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Year : 2023  |  Volume : 11  |  Issue : 1  |  Page : 81-88

Quality of life of end-stage kidney disease patients undergoing dialysis: A multi-center study from Saudi Arabia

1 Department of Nephrology, College of Medicine, Imam Mohammad Ibn Saud Islamic University, Riyadh, Saudi Arabia
2 Department of Nephrology, King Fahad Medical City; Department of Internal Medicine, College of Medicine, Alfaisal University, Riyadh, Saudi Arabia
3 College of Medicine, Imam Mohammad Ibn Saud Islamic University, Riyadh, Saudi Arabia

Correspondence Address:
Abdullah S. Bin Shulhub
College of Medicine, Imam Muhammad Ibn Saud Islamic University, Riyadh
Saudi Arabia
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Source of Support: None, Conflict of Interest: None

DOI: 10.4103/sjmms.sjmms_57_22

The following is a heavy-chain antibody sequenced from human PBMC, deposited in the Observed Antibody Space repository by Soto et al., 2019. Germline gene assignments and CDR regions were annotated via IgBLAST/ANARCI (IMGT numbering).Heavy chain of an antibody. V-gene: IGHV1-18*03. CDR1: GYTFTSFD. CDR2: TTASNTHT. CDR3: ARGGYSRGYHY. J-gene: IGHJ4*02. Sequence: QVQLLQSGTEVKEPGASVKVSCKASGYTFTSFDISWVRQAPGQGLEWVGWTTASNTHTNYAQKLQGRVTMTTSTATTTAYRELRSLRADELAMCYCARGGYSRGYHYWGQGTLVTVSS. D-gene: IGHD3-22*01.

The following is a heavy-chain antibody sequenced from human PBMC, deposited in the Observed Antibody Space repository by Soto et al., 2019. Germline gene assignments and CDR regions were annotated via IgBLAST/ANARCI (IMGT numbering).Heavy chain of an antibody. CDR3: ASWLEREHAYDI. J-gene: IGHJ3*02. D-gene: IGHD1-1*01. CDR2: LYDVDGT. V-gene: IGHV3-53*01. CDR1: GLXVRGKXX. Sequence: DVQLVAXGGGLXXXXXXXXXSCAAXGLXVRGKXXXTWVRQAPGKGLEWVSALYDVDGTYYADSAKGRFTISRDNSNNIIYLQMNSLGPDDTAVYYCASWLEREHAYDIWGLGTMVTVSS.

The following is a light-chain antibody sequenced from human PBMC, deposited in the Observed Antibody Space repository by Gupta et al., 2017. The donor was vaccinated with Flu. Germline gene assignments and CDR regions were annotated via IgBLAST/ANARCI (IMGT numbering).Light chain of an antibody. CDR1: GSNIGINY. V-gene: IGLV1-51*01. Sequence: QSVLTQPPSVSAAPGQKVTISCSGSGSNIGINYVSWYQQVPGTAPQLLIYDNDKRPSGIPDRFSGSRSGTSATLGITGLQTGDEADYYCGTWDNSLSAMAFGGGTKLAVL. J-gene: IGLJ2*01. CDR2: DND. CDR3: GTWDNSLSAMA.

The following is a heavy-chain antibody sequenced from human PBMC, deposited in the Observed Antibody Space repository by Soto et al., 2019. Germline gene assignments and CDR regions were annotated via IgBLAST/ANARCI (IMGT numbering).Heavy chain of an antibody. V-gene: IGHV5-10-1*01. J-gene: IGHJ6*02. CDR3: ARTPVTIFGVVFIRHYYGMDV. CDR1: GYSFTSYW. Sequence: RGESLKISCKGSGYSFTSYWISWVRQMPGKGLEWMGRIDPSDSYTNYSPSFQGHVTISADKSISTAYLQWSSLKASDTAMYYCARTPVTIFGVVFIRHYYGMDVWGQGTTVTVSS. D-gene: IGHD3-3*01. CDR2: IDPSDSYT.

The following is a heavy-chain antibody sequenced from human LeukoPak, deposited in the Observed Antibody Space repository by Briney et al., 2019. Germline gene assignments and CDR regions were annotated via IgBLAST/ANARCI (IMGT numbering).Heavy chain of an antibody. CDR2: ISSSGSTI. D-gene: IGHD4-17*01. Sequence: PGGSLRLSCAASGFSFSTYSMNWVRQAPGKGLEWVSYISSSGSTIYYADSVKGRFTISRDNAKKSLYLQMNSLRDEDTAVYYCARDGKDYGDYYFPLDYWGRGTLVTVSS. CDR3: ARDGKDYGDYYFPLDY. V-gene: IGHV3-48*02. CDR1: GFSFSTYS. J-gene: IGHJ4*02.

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Background: Limited studies from Saudi Arabia have assessed the quality of life (QoL) of end-stage kidney disease (ESKD) patients on hemodialysis and its associated factors. Objective: To determine the physical, psychological, familial, and social factors that impact the QoL of ESKD patients in Saudi Arabia. Materials and Methods: This cross-sectional study included adult patients with ESKD who underwent hemodialysis at King Salman Center for Kidney Disease and King Fahad Medical City, Riyadh, Saudi Arabia, between June and July 2021, and had been on dialysis for ≥1 year were included. The Arabic version of the Quality of Life Index–Dialysis (QLI-D) version III was used, which has four sub-scales. Results: A total of 173 respondents completed the questionnaire. The overall mean (±SD) QoL score was 22.2 (±4.30), while the scores for the sub-scales ranged from 20.8 (±5.25) (Health and Functioning subscale) to 26.0 (Family subscale). Respondents aged >70 years had significantly lower average score (P < 0.05) and lower Health and Functioning subscale score (P < 0.05). Education and higher income had significant positive correlation with the Social and Economic subscale (r = 0.234, P < 0.01; and r = 0.162, P < 0.05, respectively). Diabetes was significantly associated with lower scores in the Health and Functioning subscale (P < 0.05). There was a positive linear trend in the association between the number of years on dialysis and the overall QLI-D score and the subscales of QLI-D (P < 0.05). Conclusion: Higher education level and income and longer duration of dialysis were factors associated with better QoL, while older age and having diabetes were associated with poorer QoL. Awareness among healthcare providers regarding these factors can help improve the QoL of these patients.

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